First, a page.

China trip – Southern Anhui Province – Nanping

rustic charm

rustic charm

Our intention was to head back to Tunxi and then catch a bus to some interesting villages slightly to the east. However, we just missed a bus and would have had to wait 3 hours for the next one so… quick change of plans and we were off (without delay) to Nanping instead. Far fewer tourists and generally more rustic, the village has been the backdrop for many a Chinese period film.

alley of Nanping

alley of Nanping

Even narrow alleys had interesting patterns in the stone.

elaborate roof lines

elaborate roof lines

There were three main family names in this village and each had a large ancestral hall for – family reunions?

mossy formal ancestral hall courtyard

mossy formal ancestral hall courtyard

These ancestral halls were quite elaborate and the courtyards and interior halls were grand and spacious.

tiny alley with signs of modern life

tiny alley with signs of modern life

Fire hydrants and electrical cables are fairly well tucked out or sight. Like the other villages, Nanping seemed to have most modern conveniences.

hall used for the filming of  the Zhang Yimou directed "Ju Dou"

hall used for the filming of the Zhang Yimou directed “Ju Dou”

The colourful fabric still left from the filming of Ju Dou animates the courtyard and gives a small glimpse into the imagined past.

feng shui rules applied...

feng shui rules applied…

The doorways are deliberately staggered so that bad energy can’t rush into the house.

Ming dynasty kitchen!

Ming dynasty kitchen!

Now this kitchen that is really out of date! The house actually had four different eras of kitchens intact – above just the Ming dynasty part. Nanping was the only village we had a guide for and this was one of the interesting tidbits gleaned from her commentary .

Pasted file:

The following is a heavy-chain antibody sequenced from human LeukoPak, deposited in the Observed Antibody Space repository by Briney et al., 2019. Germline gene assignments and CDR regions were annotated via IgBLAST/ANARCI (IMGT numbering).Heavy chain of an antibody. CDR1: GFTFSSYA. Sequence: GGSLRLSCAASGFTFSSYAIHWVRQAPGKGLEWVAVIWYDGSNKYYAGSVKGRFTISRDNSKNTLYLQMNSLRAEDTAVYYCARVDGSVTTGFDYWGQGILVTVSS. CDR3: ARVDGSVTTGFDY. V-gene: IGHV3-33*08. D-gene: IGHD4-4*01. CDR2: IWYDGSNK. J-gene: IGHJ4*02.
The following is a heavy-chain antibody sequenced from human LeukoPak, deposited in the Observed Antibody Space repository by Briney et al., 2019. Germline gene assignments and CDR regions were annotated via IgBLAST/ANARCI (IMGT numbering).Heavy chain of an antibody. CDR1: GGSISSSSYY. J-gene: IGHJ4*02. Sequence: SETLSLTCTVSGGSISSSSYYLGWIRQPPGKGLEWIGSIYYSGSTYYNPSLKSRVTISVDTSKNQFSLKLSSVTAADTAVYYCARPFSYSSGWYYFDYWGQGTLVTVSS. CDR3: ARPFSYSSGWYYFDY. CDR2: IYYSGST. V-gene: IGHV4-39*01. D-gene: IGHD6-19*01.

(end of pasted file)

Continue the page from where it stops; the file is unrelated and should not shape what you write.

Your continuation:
winding alley in Nanping

winding alley in Nanping

Another alley curves off to somewhere…

looking back at Nanping

looking back at Nanping

Time to go. While heading out to the main road to catch the bus back to Tunxi, the view back shows Nanping’s beautiful setting with rice paddies and mountains.

water buffalo

water buffalo

Further along the road towards the slightly larger road… a water buffalo and her calf watch somewhat warily from the rice paddy as we pass by.

photos (cc) 2013 Hilary Farmer

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4 Responses to “China trip – Southern Anhui Province – Nanping”

  1. So awesome that you are getting to see parts of the “real China.” Us city folk forget that there is another way to live…and sometimes I’m envious. Great photos!

    • Yes! It is a China that looks like the idea of China… But is it ” real” ? As far as that goes, I am sure there is a lot of government and tourist money helping to keep these places ” real “… They sure are beautiful though!
      Thanks for commenting!

  2. Fascinating and gorgeous look into the past! How big are these villages? Either in terms of geographic extent or number of people? A village with three main families would be 500-1000 people, assuming the main families are around half the population?

    • Good questions… these three villages are all geographically quite small and easy to wall around. Historically, Nanping would have had a population of about 1000 in 300 households – good guess! Hongcun, which looks the largest now, was only 150 households and Xidi had 800 households at its peak in the Qing dynasty. Hongcun as a fairly significant tourist destination has expanded a bit but they have kept the new part on the other side of the river from the old village and tried to keep the buildings looking as if they fit in…
      Tunxi, where we arrived by train is a fair sized city now with just a core of old town. In fact, Tunxi has been absorbed into Huangshan City which surrounds it.

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